So since I am in Los Angeles and do not drive in Los Angeles, I walk--a lot. And since I was ten I have not left the house without a book--two to be safe. In middle school I used to fall asleep with at least thirty of my favorite books on the bed with me. Not sure what I planned to do with them but I liked it that they were there.
I also enjoy books in the pool or in the ocean. One would think that I could just do one thing at a time but oh no--I manage the tricky reading/sunscreen/sand/water/wave/rock/sunhat/tourists watching/book warping combination no problem. My sister does it too although she manages to restrict her reading to the pool and the beach rather than the ocean. Anyway I like books. How they feel, weigh, sound: that thick thud of a hefty book shutting and the delicate creak of a new book opening. My brother needs a book with him for his afternoon nap, my father always travels with a small hardback PG Wodehouse novel, a golf magazine and a political book about Asia and my mom keeps a rotation of miniature Jane Austen novels in her handbag. She is very happy to have gotten to the stage where she forgets them almost as soon as she has read them--much like the painting of the Firth of Forth Bridge.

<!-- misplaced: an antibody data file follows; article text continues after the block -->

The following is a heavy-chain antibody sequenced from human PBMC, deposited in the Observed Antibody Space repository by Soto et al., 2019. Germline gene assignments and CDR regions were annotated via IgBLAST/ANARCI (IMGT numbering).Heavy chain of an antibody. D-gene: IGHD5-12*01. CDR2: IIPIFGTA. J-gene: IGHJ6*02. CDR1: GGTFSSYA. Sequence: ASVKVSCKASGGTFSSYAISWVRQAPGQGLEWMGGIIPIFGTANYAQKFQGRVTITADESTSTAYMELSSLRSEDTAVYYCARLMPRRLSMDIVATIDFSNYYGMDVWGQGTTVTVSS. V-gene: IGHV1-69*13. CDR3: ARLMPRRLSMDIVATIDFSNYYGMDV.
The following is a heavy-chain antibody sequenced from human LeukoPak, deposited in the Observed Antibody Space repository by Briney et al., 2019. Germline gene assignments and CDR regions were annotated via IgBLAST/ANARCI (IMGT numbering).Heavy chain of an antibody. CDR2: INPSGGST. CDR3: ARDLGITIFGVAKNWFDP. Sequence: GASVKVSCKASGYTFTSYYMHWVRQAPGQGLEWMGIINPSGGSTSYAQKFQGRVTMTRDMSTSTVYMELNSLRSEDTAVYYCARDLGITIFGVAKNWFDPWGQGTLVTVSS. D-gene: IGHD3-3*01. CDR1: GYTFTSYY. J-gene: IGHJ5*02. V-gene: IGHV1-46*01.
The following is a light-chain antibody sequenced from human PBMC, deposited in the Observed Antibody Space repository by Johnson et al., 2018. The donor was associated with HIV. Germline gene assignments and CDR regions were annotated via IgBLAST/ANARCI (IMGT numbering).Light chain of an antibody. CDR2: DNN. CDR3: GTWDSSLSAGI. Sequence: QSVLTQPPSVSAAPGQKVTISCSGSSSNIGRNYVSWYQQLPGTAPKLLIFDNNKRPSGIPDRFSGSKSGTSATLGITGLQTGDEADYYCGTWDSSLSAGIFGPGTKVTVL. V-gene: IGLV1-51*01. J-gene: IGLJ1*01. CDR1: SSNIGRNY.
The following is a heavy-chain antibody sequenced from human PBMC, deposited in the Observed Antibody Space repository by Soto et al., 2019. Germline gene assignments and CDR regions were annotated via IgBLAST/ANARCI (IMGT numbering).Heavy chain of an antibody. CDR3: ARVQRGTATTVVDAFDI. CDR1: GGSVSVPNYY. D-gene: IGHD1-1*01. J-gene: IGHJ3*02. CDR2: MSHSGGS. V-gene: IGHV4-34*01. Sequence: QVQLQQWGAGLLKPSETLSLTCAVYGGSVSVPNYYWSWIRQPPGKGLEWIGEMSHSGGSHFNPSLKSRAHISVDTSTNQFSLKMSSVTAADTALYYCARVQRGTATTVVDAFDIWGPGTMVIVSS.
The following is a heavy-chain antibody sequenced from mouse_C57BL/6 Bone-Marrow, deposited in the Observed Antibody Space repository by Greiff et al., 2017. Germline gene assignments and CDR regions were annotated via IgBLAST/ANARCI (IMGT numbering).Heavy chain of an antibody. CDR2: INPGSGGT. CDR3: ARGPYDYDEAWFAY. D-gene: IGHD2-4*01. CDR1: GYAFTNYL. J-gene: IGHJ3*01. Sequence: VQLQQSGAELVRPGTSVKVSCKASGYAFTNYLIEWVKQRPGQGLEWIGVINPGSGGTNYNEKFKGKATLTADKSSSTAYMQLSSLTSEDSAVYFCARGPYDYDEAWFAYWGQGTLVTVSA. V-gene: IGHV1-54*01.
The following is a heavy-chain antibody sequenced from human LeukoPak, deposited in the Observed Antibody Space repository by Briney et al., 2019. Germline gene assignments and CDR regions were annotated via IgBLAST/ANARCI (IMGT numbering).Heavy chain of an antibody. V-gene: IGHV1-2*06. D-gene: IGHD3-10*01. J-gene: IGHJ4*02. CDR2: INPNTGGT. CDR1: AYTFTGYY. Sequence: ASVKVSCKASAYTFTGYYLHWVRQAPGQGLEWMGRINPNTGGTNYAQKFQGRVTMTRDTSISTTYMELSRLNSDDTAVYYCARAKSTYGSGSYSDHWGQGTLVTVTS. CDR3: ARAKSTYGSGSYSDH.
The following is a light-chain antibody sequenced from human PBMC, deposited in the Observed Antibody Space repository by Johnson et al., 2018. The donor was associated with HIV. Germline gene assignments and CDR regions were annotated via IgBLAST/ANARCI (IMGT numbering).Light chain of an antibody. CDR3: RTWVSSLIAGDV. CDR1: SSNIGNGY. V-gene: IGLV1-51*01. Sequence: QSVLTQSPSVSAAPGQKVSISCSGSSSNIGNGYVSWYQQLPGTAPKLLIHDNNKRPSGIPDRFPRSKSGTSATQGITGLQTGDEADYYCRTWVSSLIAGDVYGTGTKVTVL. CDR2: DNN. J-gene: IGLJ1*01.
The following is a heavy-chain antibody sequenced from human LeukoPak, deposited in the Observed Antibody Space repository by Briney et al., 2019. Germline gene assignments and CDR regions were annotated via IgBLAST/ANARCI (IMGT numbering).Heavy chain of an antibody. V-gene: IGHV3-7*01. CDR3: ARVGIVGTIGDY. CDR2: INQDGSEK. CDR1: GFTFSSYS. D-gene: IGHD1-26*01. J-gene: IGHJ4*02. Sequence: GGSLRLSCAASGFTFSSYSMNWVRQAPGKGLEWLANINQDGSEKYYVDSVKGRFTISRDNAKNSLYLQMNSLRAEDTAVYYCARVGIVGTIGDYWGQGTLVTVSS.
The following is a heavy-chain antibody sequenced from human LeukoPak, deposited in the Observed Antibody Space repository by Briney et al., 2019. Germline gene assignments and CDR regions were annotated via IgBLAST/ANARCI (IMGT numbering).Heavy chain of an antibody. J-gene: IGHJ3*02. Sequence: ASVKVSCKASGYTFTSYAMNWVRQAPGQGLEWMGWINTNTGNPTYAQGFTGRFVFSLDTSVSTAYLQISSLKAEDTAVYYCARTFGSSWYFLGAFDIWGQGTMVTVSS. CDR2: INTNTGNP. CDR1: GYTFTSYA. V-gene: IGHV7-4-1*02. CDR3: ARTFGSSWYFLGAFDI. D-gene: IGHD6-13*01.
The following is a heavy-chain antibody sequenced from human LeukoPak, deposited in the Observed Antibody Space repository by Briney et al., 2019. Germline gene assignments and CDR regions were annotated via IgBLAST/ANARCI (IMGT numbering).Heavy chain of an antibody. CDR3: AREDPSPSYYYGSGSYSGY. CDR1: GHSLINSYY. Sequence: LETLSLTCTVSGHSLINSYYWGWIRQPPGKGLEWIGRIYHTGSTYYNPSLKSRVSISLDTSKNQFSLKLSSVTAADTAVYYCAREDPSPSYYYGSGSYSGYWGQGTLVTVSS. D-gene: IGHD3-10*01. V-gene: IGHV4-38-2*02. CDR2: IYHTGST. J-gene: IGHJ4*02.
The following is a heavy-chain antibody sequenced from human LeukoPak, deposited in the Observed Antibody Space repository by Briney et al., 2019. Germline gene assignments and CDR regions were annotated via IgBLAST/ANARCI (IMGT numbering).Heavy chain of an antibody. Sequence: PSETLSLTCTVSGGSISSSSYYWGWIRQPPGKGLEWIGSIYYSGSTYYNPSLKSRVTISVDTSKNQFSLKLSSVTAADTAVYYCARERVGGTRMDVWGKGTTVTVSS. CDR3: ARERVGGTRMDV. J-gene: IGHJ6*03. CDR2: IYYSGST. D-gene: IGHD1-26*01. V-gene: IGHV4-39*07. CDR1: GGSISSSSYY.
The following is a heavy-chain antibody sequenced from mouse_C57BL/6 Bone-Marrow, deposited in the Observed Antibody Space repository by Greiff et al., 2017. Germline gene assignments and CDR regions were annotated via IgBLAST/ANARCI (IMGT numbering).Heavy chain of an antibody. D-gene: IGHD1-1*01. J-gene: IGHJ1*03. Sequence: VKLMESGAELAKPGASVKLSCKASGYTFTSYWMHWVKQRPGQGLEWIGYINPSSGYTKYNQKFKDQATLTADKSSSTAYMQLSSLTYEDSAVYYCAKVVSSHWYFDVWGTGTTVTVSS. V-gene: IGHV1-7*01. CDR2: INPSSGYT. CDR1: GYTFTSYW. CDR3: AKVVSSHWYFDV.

And I carry them around and people see me with books. Some days I will be wandering around with Gone with the Wind (one of the books I am teaching right now) or Count of Monte Cristo (teaching again) or Twilight: Breaking Dawn (yup that is just me reading), 1930's poetry (me reading again--my first love), The Last of the Really Great Whangdoodles (teaching--although it is brilliant!) or maybe a research books for the first novel (academic looking history books about: the Restoration, plague, fire, Christopher Wren or Louis XIV).
People will respond/speak/interact with me differently according to what I am carrying. GWTW and The Count both either win me "haven't you already read that?" looks or excited, complicit "I love that book!" looks. Academic books always trigger the 'What do you do?" question and Breaking Dawn gets ignored by everyone over seventeen. No one knows what to make of the poetry or the Whangdoodles.
The judging process is instantaneous. I was talking about it recently with Jonah from the Mac Store (got the 'g' and 'o' fixed!). He is ironically reading Blink by Malcolm Gladwell. People clock, absorb, judge, asses and pass verdict almost instantly. I can be dressed in a tutu (love tutus) but if I am carrying Anna Karenina I will be taken seriously. If I am in a tutu and reading Twilight... hopeless.
And the funny thing is that they are not necessarily wrong. I do read light fluffy on days when I feel light fluffy. Or maybe the book comes first and then the fluffiness? It is a bit of a barometer of that day--but just that day. The mistake comes in believing that that is the sum total. The next day I will wear overalls and read about Whangdoodles.